Like Judge Holcomb (and Chief Justice Rehnquist, Justice Scalia, and Justice Thomas), I disagree with the Supreme Court's analysis in McIntyre. (1) And while McIntyre would nevertheless be determinative in this case if Texas's statute were sufficiently comparable to Ohio's, I believe that the differences in the two are such that McIntyre does not compel the conclusion that Gov't. Code Section 255.001 violates the Constitution.
The primary difference between the Ohio and Texas statutes is that the Ohio statute required disclosure of the name of the author of campaign literature and the Texas statute does not. Gov't Code Section 255.001 allows the author of political advertising to remain anonymous as long as the person contracting with the printer identifies himself.
In his concurring opinion in McIntyre, Justice Thomas eschewed the Court's analysis as being "largely unconnected to the Constitution's text or history." (2) He determined nevertheless that the phrase "freedom of speech, or of the press," as originally understood, protected anonymous political leafletting. (3) After reviewing the weight of the historical evidence, he concluded that, "the Framers understood the First Amendment to protect an author's right to express his thoughts on political candidates or issues in an anonymous fashion." (4) I agree with Justice Thomas's method, and I agree with his conclusion. For reasons other than those articulated by the Court, then, I would hold that Section 255.001 violates the Constitution.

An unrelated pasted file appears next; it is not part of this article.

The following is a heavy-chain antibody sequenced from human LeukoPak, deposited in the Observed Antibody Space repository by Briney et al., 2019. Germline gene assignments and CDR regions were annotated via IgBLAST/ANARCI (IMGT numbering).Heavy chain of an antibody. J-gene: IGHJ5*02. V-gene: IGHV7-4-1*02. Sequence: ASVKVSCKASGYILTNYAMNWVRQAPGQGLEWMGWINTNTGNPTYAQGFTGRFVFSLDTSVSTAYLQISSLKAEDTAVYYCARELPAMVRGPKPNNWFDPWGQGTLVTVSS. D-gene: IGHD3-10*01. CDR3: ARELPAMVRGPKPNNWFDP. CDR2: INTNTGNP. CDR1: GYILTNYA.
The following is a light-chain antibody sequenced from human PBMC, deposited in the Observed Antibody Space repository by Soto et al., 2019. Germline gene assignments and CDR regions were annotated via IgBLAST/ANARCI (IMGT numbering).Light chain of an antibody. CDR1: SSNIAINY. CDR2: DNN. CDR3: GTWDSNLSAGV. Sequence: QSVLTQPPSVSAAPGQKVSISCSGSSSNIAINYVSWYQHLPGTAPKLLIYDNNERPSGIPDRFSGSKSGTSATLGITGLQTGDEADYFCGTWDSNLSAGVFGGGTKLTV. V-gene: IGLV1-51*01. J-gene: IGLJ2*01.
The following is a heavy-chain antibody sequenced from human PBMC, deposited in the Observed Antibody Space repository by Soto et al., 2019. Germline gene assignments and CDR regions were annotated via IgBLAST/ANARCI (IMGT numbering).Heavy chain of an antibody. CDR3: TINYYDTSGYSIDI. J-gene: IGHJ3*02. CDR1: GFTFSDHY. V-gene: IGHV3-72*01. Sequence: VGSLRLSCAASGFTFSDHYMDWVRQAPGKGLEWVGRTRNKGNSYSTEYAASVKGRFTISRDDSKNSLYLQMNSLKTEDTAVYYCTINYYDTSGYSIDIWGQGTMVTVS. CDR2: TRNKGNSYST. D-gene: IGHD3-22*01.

I concur only in the judgment.
Delivered: May 14, 2003
1. McIntyre v. Ohio Elections Comm'n, 514 U.S. 334 (1995).
2. Id. at p. 371 (Thomas, J. concurring).
3. Id. at p. 359 (Thomas, J. concurring).
4. Id. at p. 371 (Thomas, J. concurring).